从一开始起,李大方就有一个野心勃勃的设想,他希望用他的画笔来开辟一个戏剧和讲述故事的空间,让平坦的画布等同于一个舞台。他向我讲述过他儿时在戏剧和文学方面得到的熏陶和热爱。他描绘人物、场景、设计紧张的关系、为人物编撰对话和语言、给出线索、设计悬念、模仿电影拍摄中长镜头的效果。他是作品里的所有荒诞剧的编剧,并且能牢牢控制住剧情的叙述,不让它们放任自由。但是,艺术家更急于说明他作品里的叙述是不值得信任的。它们其实没有任何意义,我们也不要试图将艺术家在作品中小心翼翼描绘的细节拼凑成一个故事。除了作者,没有人能够明白这些迷团,或者解释这些情节的逻辑性。

尽管我们无法比较二者之间的荒诞程度,但李大方作品里所展现的画面和现实情况之间存在的差异,很难被我们觉察,却适时地存在于画布的空间中。李大方是阿尔弗雷德希区柯克的狂热崇拜者,我们对这点并不感到惊奇,因为希区柯克的力量体现在他可以在故事情节中利用延长时间和缩短空间来制造悬念。希区柯克还善于将日常生活的情境和潜在危险的端倪进行平行地叙述──他甚至在他的电影海报上写道:当心背后有人,以及电影中的主角对于即将临近的危险的无知,都有力地刺激着在我们潜意识里深藏着的恐惧。

但是李大方的作品不仅仅在于调动观众的本能。画家自信地把营造戏剧性的各种可能的因素集中到一起,尽管它们彼此之间可能互不相融。他最近为他的画加上了木制阶梯和梯状物的台子,或者放大和夸张的木框,来支撑绘画,这些附加物很难将其归类或对其进行解释。这是一种希区柯克式的策略。楼梯的形象经常在希区柯克的电影中占有重要的地位或被突出地进行描绘,这种在风格上对楼梯的兴趣要归结于德国表现主义对他的影响,德国表现主义总是突出地表现范式化和危险的楼梯。李大方的绘画装置作品里的梯子是一种风格上的取向,而不是为了某种象征意义的。它们是巨大的、人造的、显眼的,使李大方的画产生出一种严肃庄严的气息。但它们没有任何责任去表现某种意义。正像艺术家所指出的,这是他希望理解和认识什么是绘画、什么是艺术而展开的尝试的途径之一而已。

2007年以后有些带梯子的作品出现,我想解释一下,最开始的时候是想表现架上作品有把玩儿性,作品里的世界是一个独立的世界,周围的环境变了,那个世界也变了,和梯子之类的器物结合后有被欣赏的意味,但这也符合我对艺术的态度。尤其是这两年,我在找对艺术的一个假设,就是具体,合理或不合理的东西勉强组合符合某种特殊的目的,可触摸。再有我对绘画的认识,绘画于我来说是一个词,一个记忆,由它生发的以后的想和做,或某种目的性,某种理由,我都把它们理解成绘画,这种综合有时展示出来是比较荒唐的。1

这些论述打消了任何对李大方的作品过多地进行社会学、哲学和心理学意义阐释的企图。李大方是继20世纪90年代中活跃在人们视野中的以刘小东为代表的写实画家和贾樟柯为代表的电影导演之后出现的一代艺术家。那个时候,艺术界开始集体回归到日常生活当中,因为那时的现实生活本身充满极端的戏剧性和活力。艺术家需要做的仅仅是从这种现实生活中截取片断,在我看来,不加以任何的批评或分析就原本地呈现。而那种通过真实客观地记录和展现一个迅速前进的强大现实的诱惑和需求在今天已变得没有那么迫切,这在李大方等艺术家的作品里可以看出来。对李大方来说,把他的艺术和他个人联系起来的不仅是他画里描述的主题,或者作品与社会的关系,更多的是通过绘画来在体验和思考绘画在个人层面上对他意味着什么:

我假设艺术是被形容成具有某种意义的,小的,具体的,对个人而言有实际用处,对他人而言无用,或用处不大,或无法理解的存在形态。我认为这是艺术应有的位置,它存在着,又不能被期望太高,期望高它就模糊,应该象白菜骗子等有具体的价值。2

李大方强烈地提倡要放弃对艺术应该有某种功能或者作用的期望,这个观念完全体现在他2009年在麦勒画廊的个展拐了!拐了!的副标题:绘画是为了恨某种发光的东西这句话之中。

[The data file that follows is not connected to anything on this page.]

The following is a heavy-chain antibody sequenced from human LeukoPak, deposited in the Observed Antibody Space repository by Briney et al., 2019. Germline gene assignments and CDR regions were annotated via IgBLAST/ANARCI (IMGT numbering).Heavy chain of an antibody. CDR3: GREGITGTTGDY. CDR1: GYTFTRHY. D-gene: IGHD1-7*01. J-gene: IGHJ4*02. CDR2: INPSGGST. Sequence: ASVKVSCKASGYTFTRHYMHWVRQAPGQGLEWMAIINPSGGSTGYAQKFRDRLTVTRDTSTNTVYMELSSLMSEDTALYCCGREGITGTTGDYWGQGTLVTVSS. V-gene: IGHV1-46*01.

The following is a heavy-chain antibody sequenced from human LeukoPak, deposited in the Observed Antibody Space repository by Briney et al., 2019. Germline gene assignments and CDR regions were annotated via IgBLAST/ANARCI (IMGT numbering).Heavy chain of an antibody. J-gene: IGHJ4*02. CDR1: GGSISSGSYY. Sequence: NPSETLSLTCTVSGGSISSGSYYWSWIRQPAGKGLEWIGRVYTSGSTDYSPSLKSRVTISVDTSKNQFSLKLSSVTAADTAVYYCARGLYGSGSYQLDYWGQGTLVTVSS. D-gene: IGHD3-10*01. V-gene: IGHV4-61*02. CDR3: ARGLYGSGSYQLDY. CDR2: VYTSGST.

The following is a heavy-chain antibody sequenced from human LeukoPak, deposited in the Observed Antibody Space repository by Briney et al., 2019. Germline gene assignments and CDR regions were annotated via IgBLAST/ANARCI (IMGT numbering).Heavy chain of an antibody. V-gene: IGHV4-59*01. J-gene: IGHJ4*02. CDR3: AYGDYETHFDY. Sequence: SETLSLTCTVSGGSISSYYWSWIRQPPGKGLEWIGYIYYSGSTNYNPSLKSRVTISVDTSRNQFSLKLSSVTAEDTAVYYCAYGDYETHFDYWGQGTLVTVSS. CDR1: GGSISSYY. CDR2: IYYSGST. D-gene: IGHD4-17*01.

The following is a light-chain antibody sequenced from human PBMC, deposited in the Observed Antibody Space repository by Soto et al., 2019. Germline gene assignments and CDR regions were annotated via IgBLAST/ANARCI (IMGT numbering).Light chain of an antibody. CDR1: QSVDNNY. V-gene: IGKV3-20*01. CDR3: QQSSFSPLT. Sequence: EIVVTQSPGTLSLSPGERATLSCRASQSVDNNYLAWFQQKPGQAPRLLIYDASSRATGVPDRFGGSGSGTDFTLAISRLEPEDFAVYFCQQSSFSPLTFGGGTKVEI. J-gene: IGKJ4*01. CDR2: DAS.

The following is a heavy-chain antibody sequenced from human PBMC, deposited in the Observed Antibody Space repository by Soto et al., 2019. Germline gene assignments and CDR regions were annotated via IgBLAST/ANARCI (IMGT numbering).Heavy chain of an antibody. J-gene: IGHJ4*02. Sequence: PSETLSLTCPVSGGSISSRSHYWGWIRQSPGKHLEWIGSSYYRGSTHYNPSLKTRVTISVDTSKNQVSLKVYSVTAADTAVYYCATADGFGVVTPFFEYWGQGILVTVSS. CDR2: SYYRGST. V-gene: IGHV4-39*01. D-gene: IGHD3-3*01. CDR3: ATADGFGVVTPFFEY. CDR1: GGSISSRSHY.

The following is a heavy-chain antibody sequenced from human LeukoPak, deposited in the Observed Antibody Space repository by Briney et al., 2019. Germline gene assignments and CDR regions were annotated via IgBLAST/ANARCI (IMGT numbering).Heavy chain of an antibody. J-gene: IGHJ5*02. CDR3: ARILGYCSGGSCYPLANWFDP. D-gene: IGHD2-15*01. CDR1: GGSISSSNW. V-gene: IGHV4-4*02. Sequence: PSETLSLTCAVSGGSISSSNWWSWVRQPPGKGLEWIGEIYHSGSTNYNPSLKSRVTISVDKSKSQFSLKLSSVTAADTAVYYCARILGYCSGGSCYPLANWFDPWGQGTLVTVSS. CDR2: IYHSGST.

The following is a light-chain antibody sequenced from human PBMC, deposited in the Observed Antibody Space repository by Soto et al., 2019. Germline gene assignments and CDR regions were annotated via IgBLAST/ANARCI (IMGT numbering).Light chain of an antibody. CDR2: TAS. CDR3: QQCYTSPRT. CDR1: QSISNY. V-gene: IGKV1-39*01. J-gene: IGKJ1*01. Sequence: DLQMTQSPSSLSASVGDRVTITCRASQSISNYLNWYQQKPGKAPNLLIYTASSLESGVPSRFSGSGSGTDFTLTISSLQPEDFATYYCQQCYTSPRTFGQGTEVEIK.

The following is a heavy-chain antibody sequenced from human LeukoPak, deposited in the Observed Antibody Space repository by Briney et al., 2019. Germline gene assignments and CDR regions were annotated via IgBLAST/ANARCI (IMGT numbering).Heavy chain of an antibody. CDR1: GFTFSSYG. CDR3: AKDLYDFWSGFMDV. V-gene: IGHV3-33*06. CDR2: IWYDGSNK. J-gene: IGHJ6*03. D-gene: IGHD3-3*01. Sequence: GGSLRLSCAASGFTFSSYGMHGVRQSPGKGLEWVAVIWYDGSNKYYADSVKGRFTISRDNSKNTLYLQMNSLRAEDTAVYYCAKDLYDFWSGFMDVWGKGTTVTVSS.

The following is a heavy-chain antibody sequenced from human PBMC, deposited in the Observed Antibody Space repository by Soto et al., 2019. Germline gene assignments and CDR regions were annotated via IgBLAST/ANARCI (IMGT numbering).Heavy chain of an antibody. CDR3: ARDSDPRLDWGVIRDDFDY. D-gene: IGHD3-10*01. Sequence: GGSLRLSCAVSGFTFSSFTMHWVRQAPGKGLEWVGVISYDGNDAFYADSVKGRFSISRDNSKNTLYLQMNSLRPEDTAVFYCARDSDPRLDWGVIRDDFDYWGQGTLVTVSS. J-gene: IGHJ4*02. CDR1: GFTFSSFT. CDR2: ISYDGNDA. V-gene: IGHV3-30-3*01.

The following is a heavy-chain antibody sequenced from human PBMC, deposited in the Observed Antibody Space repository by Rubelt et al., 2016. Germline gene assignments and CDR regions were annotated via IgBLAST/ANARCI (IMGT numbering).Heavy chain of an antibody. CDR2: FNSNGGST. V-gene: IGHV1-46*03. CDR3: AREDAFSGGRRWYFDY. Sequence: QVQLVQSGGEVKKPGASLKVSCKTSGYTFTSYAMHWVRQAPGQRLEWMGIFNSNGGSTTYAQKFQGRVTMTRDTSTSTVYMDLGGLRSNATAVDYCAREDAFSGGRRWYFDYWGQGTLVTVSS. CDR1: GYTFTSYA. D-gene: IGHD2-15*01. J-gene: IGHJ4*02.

李大方在展览中展出了他于2009年完成的七件系列作品,这次创作是表达一种态度,而非一个主题。和前几年的作品相比,这些作品在风格和观念上没有激进的转变,而更是一种延续。那细致的作画风格还是李大方所特有的,画面的朦胧性还保留着,树也还是那些树,那些无意识的情节仍使人无比困惑。可能有人会认为李大方近期的一系列作品同前期的作品相比,在绘画技巧上和审美上并没有一个大的飞跃。但李大方恰恰认为,在艺术上,事物发展或进步的普遍逻辑并不适用。

要谈论李大方的绘画,只需要忠实地描述它们,并不需要加以分析和解释,这也与艺术家的原意达成一致。但写到这里,我甚至质疑是否有描述它们的必要。如果只是简单地重复显而易见的事物,对任何人来说都不会有兴趣。除了描述,我无法告诉你他每一幅作品的意义,或者提供一些可能的故事情节来把它们联系起来;并任由每位观众在此基础上产生自己的解释和理解。但我所意识到的是,通过完成这些绘画作品,李大方更加深刻地理解他自身对绘画的期望以及绘画对他而言所具有的具体价值。在艺术史的语境中,对作为一种媒介的绘画的定义和历史观经历了很多转变、颠覆、局限和超越。但是李大方自己对绘画理解的转变也有其特有的过程和经历。在我看来,李大方的绘画是他个人理解绘画和当代艺术的工具和途径一种自我发现。从这个意义上来看,李大方的绘画已经达到了他对其所期待的目的。

当代艺术的瓶颈在于大家的期望太高,创造论进步论颠覆等腔调太高,这种情况也充斥在各个领域,创新才是正路。于是个性时常就变成了懒惰或随便,我想走歪路,赞成退步论,做好难,做坏容易些,不能把艺术抬的太高,也不得不带着它,就该平庸的进行着。3

艺术本身或者艺术的表现形式,已经不再是现代主义的审视对象,而是关于艺术家如何在自己的实践中发现并建立一种与艺术之间的联系。绘画本身作为艺术表现形式,其技术实验和观念创新已经很难再提起任何兴致。今天的艺术家终于可以松一口气,终于可以放弃创新的企图。从艺术历史上看,没有任何一个观念没有被争论过,没有任何一个理论没有被挑战过,每一种东西都被颠覆过了。

我们没有必要把李大方的创作或其他任何一个活跃的艺术家的实践归结到任何一个当代艺术的类别里或列入到已有的艺术史的框架之中。话说回来,我们又如何能对今天的当代艺术进行分类呢?是按照媒介?是按照主题?还是按照观念?这些做法都很难适用于现在多样性的创作。我们已经处在艺术史叙述的终结,穷尽了按照艺术的历史叙述来介定艺术家创作的可能性。李大方的实践和其他世界各地活跃的艺术家们的创作所能提供的是一个个丰富和具体的实例研究。它们不是孤立的个体,但又在个自的世界和语境里独立、具体地存在。随着时间推移,它们会指引艺术家如何努力发展和形成自己的工作方式,加深对他所做的事情的理解。这些创作将对策展和批评实践提出新的问题和挑战,有鉴于此,或许展现并讨论艺术家创作的语境与讨论艺术家的个别作品会显得同等重要。因此,欣赏李大方的每幅作品与理解他绘画观点的复杂性和形成他实践背景的合理性一样的重要。

翻译:唐海龙

1 李大方转发给作者的E-mail邮件,2009年8月20日。 2 同上 3 同上

The Value of Painting as that of Cabbage and Thieves: On Li Dafang

by Carol Yinghua Lu

At which point could we say that the art of an artist has reached
maturity? And what does maturity mean in terms of art? Forceful strokes?
Perfect presentation? In-depth exploration of subject matter? A